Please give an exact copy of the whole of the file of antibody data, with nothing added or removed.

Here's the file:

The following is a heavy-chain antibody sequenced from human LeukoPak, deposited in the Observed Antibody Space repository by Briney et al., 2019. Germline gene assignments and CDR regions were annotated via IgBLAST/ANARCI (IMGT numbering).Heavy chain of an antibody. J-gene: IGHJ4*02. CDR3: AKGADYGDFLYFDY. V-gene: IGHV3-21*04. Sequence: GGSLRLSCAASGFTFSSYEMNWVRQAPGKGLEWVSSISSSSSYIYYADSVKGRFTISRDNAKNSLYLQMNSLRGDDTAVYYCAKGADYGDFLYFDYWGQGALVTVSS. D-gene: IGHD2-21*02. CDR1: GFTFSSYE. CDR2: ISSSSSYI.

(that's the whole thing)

The following is a heavy-chain antibody sequenced from human LeukoPak, deposited in the Observed Antibody Space repository by Briney et al., 2019. Germline gene assignments and CDR regions were annotated via IgBLAST/ANARCI (IMGT numbering).Heavy chain of an antibody. J-gene: IGHJ4*02. CDR3: AKGADYGDFLYFDY. V-gene: IGHV3-21*04. Sequence: GGSLRLSCAASGFTFSSYEMNWVRQAPGKGLEWVSSISSSSSYIYYADSVKGRFTISRDNAKNSLYLQMNSLRGDDTAVYYCAKGADYGDFLYFDYWGQGALVTVSS. D-gene: IGHD2-21*02. CDR1: GFTFSSYE. CDR2: ISSSSSYI.